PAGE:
By Grain Farmers of Ontario
April 29, 2014, Ontario – Emerging from a uniquely long and harsh winter, farmers are keen to get out on the land and plant their crops.
The tough winter has left some areas with damaged winter wheat crops. The southwestern region of the
province is looking better than expected, but towards central Ontario farmers are unsure of the crop’s condition, according to a press release from Grain Farmers of Ontario.
“A real benefit of winter wheat is the ability to plant it in the fall and have a head-start on the growing season in
the spring,” says Henry Van Ankum, chair of Grain Farmers of Ontario. “With the winter wheat struggling this
spring, and possibly needing to be replanted, we’ve lost some of that time advantage.”
Planting of other grain crops, like corn and soybeans, is also testing the patience of farmers across Ontario. The
tremendous amount of snow received in many areas this winter has resulted in excessive moisture in many
fields. Until that moisture is pulled out of the surface, planting equipment will remain in the shed.
“We know we aren’t the only groups feeling some pain after such a challenging winter,” says Van Ankum. “We’re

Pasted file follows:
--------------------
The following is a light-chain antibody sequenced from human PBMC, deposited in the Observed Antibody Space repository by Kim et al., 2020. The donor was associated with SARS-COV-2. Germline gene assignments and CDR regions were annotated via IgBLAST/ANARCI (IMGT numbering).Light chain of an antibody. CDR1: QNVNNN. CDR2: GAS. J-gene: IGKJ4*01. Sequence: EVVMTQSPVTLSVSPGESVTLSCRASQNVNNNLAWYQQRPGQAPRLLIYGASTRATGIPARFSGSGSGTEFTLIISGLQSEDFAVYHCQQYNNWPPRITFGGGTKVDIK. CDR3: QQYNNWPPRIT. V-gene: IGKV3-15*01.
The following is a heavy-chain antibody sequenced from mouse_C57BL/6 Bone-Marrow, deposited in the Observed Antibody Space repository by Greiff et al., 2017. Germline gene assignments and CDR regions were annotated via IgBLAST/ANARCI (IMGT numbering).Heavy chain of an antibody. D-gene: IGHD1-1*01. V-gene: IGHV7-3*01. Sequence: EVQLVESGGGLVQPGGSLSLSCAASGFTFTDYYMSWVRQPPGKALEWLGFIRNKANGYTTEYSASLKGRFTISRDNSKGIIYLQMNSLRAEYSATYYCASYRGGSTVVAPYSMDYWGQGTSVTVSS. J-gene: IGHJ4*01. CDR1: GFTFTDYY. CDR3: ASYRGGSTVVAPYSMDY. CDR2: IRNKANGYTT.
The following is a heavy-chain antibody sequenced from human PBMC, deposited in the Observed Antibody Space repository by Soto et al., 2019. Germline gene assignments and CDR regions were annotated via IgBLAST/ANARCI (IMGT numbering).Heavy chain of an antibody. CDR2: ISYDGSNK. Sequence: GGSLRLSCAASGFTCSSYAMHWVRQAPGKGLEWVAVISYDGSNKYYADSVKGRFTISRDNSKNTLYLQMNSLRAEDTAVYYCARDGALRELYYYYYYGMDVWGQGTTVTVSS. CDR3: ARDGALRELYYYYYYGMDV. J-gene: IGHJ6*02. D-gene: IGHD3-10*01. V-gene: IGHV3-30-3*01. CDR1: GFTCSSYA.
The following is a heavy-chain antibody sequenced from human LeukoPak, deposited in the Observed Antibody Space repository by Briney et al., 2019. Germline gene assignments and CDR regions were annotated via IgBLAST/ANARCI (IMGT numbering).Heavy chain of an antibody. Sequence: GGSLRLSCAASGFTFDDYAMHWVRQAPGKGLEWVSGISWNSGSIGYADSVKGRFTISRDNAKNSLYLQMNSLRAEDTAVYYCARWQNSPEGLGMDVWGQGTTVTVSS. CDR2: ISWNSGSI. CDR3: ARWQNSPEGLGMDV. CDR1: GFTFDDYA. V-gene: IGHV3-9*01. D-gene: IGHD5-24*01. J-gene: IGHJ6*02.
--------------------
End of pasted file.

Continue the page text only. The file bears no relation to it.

hearing that many other groups are reporting losses as well – from wildlife to pollinators.”
Certainly, one of the questions on many farmers’ minds is how the honeybee population fared through the ice,
snow, and extreme cold. Over the past few weeks, as beekeepers have opened their hives and winterkill bee
losses have been reported. The population loss numbers have not been released, but historically, cold spikes and
long winters have proven detrimental to honeybees.
“Every spring, those of us in agriculture have to evaluate the effects of the winter,” says Van Ankum. “We are
certainly glad to be through winter, but the losses and damage we are seeing this spring may create an uphill
course for the 2014 season.”